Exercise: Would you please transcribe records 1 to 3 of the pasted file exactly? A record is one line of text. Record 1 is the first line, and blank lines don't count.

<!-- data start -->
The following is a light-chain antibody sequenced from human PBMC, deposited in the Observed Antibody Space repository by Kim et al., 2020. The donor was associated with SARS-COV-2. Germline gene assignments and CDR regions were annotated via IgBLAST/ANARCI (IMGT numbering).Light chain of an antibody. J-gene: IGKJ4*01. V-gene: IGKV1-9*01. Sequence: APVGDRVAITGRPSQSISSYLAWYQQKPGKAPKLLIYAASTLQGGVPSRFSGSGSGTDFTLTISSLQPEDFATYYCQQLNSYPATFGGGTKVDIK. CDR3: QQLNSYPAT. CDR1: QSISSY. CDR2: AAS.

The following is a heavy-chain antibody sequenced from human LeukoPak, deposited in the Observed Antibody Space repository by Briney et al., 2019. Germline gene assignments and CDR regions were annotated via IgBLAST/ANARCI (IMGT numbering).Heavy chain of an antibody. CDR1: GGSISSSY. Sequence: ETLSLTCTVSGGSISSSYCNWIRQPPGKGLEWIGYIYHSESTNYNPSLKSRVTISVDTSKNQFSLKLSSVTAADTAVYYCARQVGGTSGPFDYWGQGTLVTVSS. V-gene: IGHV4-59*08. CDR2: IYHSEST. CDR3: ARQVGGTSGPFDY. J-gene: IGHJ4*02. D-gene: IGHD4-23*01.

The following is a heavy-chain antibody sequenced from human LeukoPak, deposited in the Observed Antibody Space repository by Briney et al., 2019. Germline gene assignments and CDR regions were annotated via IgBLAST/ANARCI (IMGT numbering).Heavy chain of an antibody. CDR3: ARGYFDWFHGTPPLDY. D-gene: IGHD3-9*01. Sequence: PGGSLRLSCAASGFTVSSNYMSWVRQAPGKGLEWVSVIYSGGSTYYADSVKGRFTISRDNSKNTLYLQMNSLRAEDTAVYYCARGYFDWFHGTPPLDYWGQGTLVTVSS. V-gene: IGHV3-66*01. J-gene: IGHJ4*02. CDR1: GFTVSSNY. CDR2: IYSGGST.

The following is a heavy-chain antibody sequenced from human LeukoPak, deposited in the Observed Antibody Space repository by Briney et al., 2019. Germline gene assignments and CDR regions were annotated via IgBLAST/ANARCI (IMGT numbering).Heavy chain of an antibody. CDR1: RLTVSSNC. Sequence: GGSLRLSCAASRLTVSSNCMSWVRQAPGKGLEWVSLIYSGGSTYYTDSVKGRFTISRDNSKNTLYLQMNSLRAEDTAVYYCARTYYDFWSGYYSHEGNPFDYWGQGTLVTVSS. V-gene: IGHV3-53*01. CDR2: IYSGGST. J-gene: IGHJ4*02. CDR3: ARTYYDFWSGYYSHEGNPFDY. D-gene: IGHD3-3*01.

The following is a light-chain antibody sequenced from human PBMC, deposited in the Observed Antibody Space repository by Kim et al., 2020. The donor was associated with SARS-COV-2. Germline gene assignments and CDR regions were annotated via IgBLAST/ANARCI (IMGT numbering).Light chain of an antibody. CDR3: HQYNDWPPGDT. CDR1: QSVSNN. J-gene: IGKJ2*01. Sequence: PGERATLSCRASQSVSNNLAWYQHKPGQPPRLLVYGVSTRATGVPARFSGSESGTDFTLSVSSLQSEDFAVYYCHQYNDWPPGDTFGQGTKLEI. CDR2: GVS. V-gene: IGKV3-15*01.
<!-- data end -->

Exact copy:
The following is a light-chain antibody sequenced from human PBMC, deposited in the Observed Antibody Space repository by Kim et al., 2020. The donor was associated with SARS-COV-2. Germline gene assignments and CDR regions were annotated via IgBLAST/ANARCI (IMGT numbering).Light chain of an antibody. J-gene: IGKJ4*01. V-gene: IGKV1-9*01. Sequence: APVGDRVAITGRPSQSISSYLAWYQQKPGKAPKLLIYAASTLQGGVPSRFSGSGSGTDFTLTISSLQPEDFATYYCQQLNSYPATFGGGTKVDIK. CDR3: QQLNSYPAT. CDR1: QSISSY. CDR2: AAS.

The following is a heavy-chain antibody sequenced from human LeukoPak, deposited in the Observed Antibody Space repository by Briney et al., 2019. Germline gene assignments and CDR regions were annotated via IgBLAST/ANARCI (IMGT numbering).Heavy chain of an antibody. CDR1: GGSISSSY. Sequence: ETLSLTCTVSGGSISSSYCNWIRQPPGKGLEWIGYIYHSESTNYNPSLKSRVTISVDTSKNQFSLKLSSVTAADTAVYYCARQVGGTSGPFDYWGQGTLVTVSS. V-gene: IGHV4-59*08. CDR2: IYHSEST. CDR3: ARQVGGTSGPFDY. J-gene: IGHJ4*02. D-gene: IGHD4-23*01.

The following is a heavy-chain antibody sequenced from human LeukoPak, deposited in the Observed Antibody Space repository by Briney et al., 2019. Germline gene assignments and CDR regions were annotated via IgBLAST/ANARCI (IMGT numbering).Heavy chain of an antibody. CDR3: ARGYFDWFHGTPPLDY. D-gene: IGHD3-9*01. Sequence: PGGSLRLSCAASGFTVSSNYMSWVRQAPGKGLEWVSVIYSGGSTYYADSVKGRFTISRDNSKNTLYLQMNSLRAEDTAVYYCARGYFDWFHGTPPLDYWGQGTLVTVSS. V-gene: IGHV3-66*01. J-gene: IGHJ4*02. CDR1: GFTVSSNY. CDR2: IYSGGST.